Canadian flags, cold drinks, hotdogs, frozen treats, and smiles

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Dancing and smiling in Limbrick
There was dancing, food, folks, and lots of smiles in Limbrick on Friday the 13th.

THUNDER BAY – Editorial – Canadian flags, cold drinks, hotdogs, frozen treats, and smiles. The Regional Youth Multicultural Council was busy again hosting a community barbecue and gathering information from residents in the Limbrick neighbourhood on Friday. The goal of these efforts are in helping put down the foundation of building more solid neighbourhoods in Thunder Bay.

The RMYC have a reputation for building bridges into neighbourhoods across the city. They work with partner groups, in Limbrick for example this latest barbecue was at the Vale Community Centre where the Boys and Girls Club are running programs this summer. The RMYC has a focus on working with teenagers, and the Boys and Girls Club(s) are more focused on the younger children. When groups with slightly different areas of focus are able to work together the end result are stronger neighbourhoods. This year’s RMYC barbecues are a follow up to the Youth Council’s neighbourhood consultations last year on the safety concerns of children and youth in the community.

limbrick

In Limbrick, Candace Ferguson, a RMYC Vice President is a resident in the neighbourhood, and she is working toward the formation of a ‘Team Limbrick’ group within the neighbourhood. Those kinds of efforts generate better neighbourhoods, as can be seen in Linda Bruin’s Evergreen neighbourhood in Minnesota Park, and in the ongoing efforts of the Community Action Group in Windsor/Picton/Blutcher headed by Alaina King and Steve Mantis.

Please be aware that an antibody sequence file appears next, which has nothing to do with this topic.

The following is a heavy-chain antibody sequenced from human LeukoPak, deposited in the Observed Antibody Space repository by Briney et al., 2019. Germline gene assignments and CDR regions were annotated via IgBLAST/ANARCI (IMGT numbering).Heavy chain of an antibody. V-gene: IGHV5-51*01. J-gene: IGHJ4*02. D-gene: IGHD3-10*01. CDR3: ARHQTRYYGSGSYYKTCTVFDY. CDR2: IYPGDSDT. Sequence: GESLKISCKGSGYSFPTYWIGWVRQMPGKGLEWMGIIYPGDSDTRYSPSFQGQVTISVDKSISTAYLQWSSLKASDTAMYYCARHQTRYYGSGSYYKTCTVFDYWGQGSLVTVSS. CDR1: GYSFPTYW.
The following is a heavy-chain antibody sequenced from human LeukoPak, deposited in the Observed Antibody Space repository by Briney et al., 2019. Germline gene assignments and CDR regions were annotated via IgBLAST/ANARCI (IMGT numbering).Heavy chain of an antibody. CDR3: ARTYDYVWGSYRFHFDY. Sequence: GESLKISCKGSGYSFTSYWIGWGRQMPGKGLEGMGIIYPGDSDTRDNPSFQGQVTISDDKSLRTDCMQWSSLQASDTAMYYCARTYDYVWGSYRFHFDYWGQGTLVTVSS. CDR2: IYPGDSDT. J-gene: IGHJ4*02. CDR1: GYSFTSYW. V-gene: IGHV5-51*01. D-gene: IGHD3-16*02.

no gangs
Stop gangs is one of the messages from the people in the Limbrick neighbourhood.

The core of a successful community starts in building safe and solid neighbourhoods. The RMYC in Thunder Bay is a youth-lead council focusing on the teens in our city. The work these young people do is amazing, and deserving of support.

What is sometimes overlooked is the simple fact that in what are often seen as neighbourhoods at risk, the vast majority of the residents want their families and neighbourhoods to be safer places too. Getting started can be a real challenge. It takes building partnerships, it takes working together, and it takes communications.

Youth issues in our community are a critical component in building our city’s future. Right now it appears there is a ‘perfect storm’ forming to generate some of the needed actions to help make Thunder Bay a more successful and vibrant community. It is critically important for our community. There are many opportunities for our city to thrive into the future, and having young people making the right choices is a key ingredient in that recipe.

James Murray